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Lake Sevan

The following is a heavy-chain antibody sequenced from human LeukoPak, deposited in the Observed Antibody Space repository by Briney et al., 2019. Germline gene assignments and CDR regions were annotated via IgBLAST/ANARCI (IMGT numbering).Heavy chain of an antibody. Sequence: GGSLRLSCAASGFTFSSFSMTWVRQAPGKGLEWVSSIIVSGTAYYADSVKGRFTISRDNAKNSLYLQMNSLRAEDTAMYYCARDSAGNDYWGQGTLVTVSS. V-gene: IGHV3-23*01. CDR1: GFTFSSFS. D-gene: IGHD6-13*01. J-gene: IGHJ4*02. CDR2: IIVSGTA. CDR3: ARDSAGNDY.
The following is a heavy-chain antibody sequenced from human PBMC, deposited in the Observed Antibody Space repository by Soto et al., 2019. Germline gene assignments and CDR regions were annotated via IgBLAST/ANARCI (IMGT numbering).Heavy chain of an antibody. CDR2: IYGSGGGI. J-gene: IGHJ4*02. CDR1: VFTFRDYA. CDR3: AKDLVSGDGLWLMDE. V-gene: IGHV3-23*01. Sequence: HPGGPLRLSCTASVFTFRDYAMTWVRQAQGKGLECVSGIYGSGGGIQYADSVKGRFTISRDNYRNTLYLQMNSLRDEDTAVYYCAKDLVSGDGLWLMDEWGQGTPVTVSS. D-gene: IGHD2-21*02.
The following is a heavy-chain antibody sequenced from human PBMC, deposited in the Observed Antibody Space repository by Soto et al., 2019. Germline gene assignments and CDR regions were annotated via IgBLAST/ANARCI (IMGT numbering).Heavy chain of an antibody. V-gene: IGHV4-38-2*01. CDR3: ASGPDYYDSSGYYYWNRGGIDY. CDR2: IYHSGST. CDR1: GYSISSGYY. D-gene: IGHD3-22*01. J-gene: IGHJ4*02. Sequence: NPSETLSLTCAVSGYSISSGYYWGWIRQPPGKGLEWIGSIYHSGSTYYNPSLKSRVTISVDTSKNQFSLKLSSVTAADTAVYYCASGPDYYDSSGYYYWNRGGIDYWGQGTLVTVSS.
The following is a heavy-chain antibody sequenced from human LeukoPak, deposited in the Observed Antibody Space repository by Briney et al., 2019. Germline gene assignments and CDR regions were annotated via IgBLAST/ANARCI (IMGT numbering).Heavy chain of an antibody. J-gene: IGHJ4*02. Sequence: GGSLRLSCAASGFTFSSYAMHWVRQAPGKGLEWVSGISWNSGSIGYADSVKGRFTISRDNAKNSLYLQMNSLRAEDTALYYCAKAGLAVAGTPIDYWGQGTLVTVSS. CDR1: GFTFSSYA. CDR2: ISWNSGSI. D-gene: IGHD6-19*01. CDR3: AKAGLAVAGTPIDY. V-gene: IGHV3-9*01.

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Region: Gegharkunik A fresh water lake of pure natural beauty such as that embodied by Lake Sevan is rare. The emerald of Armenia, Lake Sevan is situated 60 kilometers northeast of Yerevan in the center of the Gegharkunik region. The name Sevan is of Urartian origin, and is derived from Siuna, meaning country of lakes. Presently, the lake covers 1256 square kilometers and reaches a maximum depth of 82 meters. Twenty-eight rivers and springs flow into Sevan but only River Hrazdan begins its flow from it. Perched high in the elevated Armenian terrain, the lake fills a gigantic depression situated at height of 1897 meters above sea level. As a result, the winter cold is quite harsh, while the summer sun is deceptively strong. In ancient times the Sevan was called the Geghama Sea. Over a mile high, the water of Sevan reflects the palette of vivid colors from lazur to deep blue, hypnotizing with its magnetic and majestic aura. The peninsula, together with its monastery, is a secret of nature which has yet to be explained. Gradually cycling through the centuries, the water level rises to transform the peninsula into an island, then recedes back to offer a peninsula once again. Unfortunately, during the soviet era, hydroelectric industrialization and irrigation reduced the water table significantly, but efforts are underway to stabilize the situation. It is impossible to imagine the island of Sevan (currently a peninsula) without the Sevan Monastery, a perfect example of a man-made testimony of faith complementing the surrounding divine nature. According to the historical records, the Monastery was built in 874. The basin of the lake is scattered with rock paintings, sculptures and works of architecture including remains of fortification from the Bronze and Iron Ages. Since 1951 archaeological excavations have resulted in a number of important discoveries, including fortresses, burial grounds, and remnants of entire settlements dating back to the early 3rd millennium B.C. through the end of the 11th century. These discoveries include carts, chariots, wooden articles, and ceramics. The oldest items include shiny black vessels with finely carved decorations (the secret of their color is a mystery), spiral bracelets made of copper, jewelry, and mill-stones, all dating back to 2500 B.C. The pearl of Armenia, Sevan is also a favorite destination for fishing. A famous species of trout called the Salmon Trout (Ishkhan) or “Prince Fish” is the signature fish of the lake. The shore offers tourists several first class resorts, small and big hotels and motels as well as comfortable beaches. Any of the burgeoning shoreline restaurants prepares and serves delicious fresh fish and crayfish, in addition to more standard fare with local style for the visitors to the lake. The north-west part of the lake is covered with fir-groves, which serve to shield the calm and sandy beaches from the winds of the Geghama mountains. A railroad along the beach gives tourists an opportunity to travel along the beach and admire the unique beauty of the lake, helping us understand firsthand why Sevan’s beauty has served as the theme for so many songs and poems. The gentle turquoise of Sevan’s water will leave the visitor with unforgettable impressions as well as an uplifting of one’s soul and spirit.

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